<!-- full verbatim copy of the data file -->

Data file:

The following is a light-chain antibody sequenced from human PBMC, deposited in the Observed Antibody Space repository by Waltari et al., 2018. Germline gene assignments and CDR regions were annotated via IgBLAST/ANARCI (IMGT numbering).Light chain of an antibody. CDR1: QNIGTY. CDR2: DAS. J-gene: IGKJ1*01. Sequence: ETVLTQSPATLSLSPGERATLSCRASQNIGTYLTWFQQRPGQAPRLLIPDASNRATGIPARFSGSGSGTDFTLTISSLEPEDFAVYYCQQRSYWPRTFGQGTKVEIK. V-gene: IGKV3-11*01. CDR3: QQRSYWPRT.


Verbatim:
The following is a light-chain antibody sequenced from human PBMC, deposited in the Observed Antibody Space repository by Waltari et al., 2018. Germline gene assignments and CDR regions were annotated via IgBLAST/ANARCI (IMGT numbering).Light chain of an antibody. CDR1: QNIGTY. CDR2: DAS. J-gene: IGKJ1*01. Sequence: ETVLTQSPATLSLSPGERATLSCRASQNIGTYLTWFQQRPGQAPRLLIPDASNRATGIPARFSGSGSGTDFTLTISSLEPEDFAVYYCQQRSYWPRTFGQGTKVEIK. V-gene: IGKV3-11*01. CDR3: QQRSYWPRT.